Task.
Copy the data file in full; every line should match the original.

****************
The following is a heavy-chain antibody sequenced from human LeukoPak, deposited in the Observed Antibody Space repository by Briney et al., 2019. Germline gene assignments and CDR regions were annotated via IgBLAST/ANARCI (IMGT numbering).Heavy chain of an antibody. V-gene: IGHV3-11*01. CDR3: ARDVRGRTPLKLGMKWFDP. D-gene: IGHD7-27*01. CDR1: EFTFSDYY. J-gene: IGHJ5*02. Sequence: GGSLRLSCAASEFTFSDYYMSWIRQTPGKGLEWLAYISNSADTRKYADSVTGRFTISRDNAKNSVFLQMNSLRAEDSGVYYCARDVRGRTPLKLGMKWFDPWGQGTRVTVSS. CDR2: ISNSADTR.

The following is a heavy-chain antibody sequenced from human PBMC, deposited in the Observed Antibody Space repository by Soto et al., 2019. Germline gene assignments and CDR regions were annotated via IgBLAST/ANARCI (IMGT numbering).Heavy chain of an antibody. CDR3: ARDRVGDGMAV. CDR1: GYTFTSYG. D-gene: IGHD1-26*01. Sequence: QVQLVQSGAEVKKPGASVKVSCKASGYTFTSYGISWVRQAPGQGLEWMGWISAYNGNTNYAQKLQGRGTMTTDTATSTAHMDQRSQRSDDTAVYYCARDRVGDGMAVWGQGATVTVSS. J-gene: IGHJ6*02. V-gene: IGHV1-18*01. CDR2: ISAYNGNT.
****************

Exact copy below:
The following is a heavy-chain antibody sequenced from human LeukoPak, deposited in the Observed Antibody Space repository by Briney et al., 2019. Germline gene assignments and CDR regions were annotated via IgBLAST/ANARCI (IMGT numbering).Heavy chain of an antibody. V-gene: IGHV3-11*01. CDR3: ARDVRGRTPLKLGMKWFDP. D-gene: IGHD7-27*01. CDR1: EFTFSDYY. J-gene: IGHJ5*02. Sequence: GGSLRLSCAASEFTFSDYYMSWIRQTPGKGLEWLAYISNSADTRKYADSVTGRFTISRDNAKNSVFLQMNSLRAEDSGVYYCARDVRGRTPLKLGMKWFDPWGQGTRVTVSS. CDR2: ISNSADTR.

The following is a heavy-chain antibody sequenced from human PBMC, deposited in the Observed Antibody Space repository by Soto et al., 2019. Germline gene assignments and CDR regions were annotated via IgBLAST/ANARCI (IMGT numbering).Heavy chain of an antibody. CDR3: ARDRVGDGMAV. CDR1: GYTFTSYG. D-gene: IGHD1-26*01. Sequence: QVQLVQSGAEVKKPGASVKVSCKASGYTFTSYGISWVRQAPGQGLEWMGWISAYNGNTNYAQKLQGRGTMTTDTATSTAHMDQRSQRSDDTAVYYCARDRVGDGMAVWGQGATVTVSS. J-gene: IGHJ6*02. V-gene: IGHV1-18*01. CDR2: ISAYNGNT.